Dick Van Dyke apologises for 'atrocious' Cockney accent as Bafta announces his special award

dick van dyke
(Image credit: ABACA USA/PA Images)

Legendary TV and film star Dick Van Dyke has been chosen to receive the Britannia Award For Excellence In Television by Bafta

Dick Van Dyke has been chosen by Bafta to receive a prestigious award for his excellence in television.

The Britannia Award For Excellence In Television will be presented to the 91-year-old actor at the 2017 AMD British Academy Britannia Awards by Bafta Los Angeles.

Mary Poppins star Van Dyke said: “I appreciate this opportunity to apologise to the members of Bafta for inflicting on them the most atrocious Cockney accent in the history of cinema.”

Dick Van Dyke

Dick Van Dyke early in his career in 1968 (PA)


The award recognises those whose special talents and appeal have elevated television and Van Dyke’s more than seven-decade career has been deemed worthy of the honour.

CEO of Bafta Los Angeles Chantal Rickards said: “We are absolutely thrilled to have the opportunity to honour the iconic Dick Van Dyke at this year’s British Academy Britannia Awards.

“We truly are in a golden age of television and we couldn’t think of a better way to recognise this than by celebrating someone who was at the forefront of making it the global medium that it has become.

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“We look forward to his acceptance speech in whatever accent he chooses on the night. We have no doubt it will be supercalifragilisticexpialidocious!”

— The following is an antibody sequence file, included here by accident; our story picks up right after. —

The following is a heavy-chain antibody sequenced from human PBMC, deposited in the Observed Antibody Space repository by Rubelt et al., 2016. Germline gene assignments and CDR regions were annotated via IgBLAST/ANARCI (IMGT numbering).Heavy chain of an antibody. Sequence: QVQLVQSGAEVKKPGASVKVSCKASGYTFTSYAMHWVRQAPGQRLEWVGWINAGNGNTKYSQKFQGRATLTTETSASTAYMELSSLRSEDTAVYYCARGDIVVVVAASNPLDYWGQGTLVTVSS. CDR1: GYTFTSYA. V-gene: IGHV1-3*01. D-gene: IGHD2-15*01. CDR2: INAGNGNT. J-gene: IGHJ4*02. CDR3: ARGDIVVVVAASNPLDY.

Van Dyke’s performances have earned him a trophy cabinet of five Emmys, a Tony, a Grammy, the SAG Lifetime Achievement Award, and induction into the Television Hall Of Fame.

His career took off with a Broadway role in musical Bye Bye Birdie in 1961, for which he won his Tony Award, and which was later adapted into a film he also starred in.


The sitcom The Dick Van Dyke Show, which also launched in 1961, solidified his star status and his most memorable film roles included Mary Poppins with Julie Andrews (1964), 1968’s Chitty Chitty Bang Bang, Dick Tracy (1990) and the Night At The Museum films opposite Ben Stiller.

His hit TV series Diagnosis: Murder ran from 1993 to 2001 and produced two TV films in 2002.

The awards are Bafta’s biggest event outside of the UK and recognise British talent, and international talent with a strong connection to British entertainment.

This year’s AMD British Academy Britannia Awards presented by American Airlines will take place on October 27 at the Beverly Hilton Hotel in Los Angeles.

Patrick McLennan

Patrick McLennan is a London-based journalist and documentary maker who has worked as a writer, sub-editor, digital editor and TV producer in the UK and New Zealand. His CV includes spells as a news producer at the BBC and TVNZ, as well as web editor for Time Inc UK. He has produced TV news and entertainment features on personalities as diverse as Nick Cave, Tom Hardy, Clive James, Jodie Marsh and Kevin Bacon and he co-produced and directed The Ponds, which has screened in UK cinemas, BBC Four and is currently available on Netflix. 

An entertainment writer with a diverse taste in TV and film, he lists Seinfeld, The Sopranos, The Chase, The Thick of It and Detectorists among his favourite shows, but steers well clear of most sci-fi.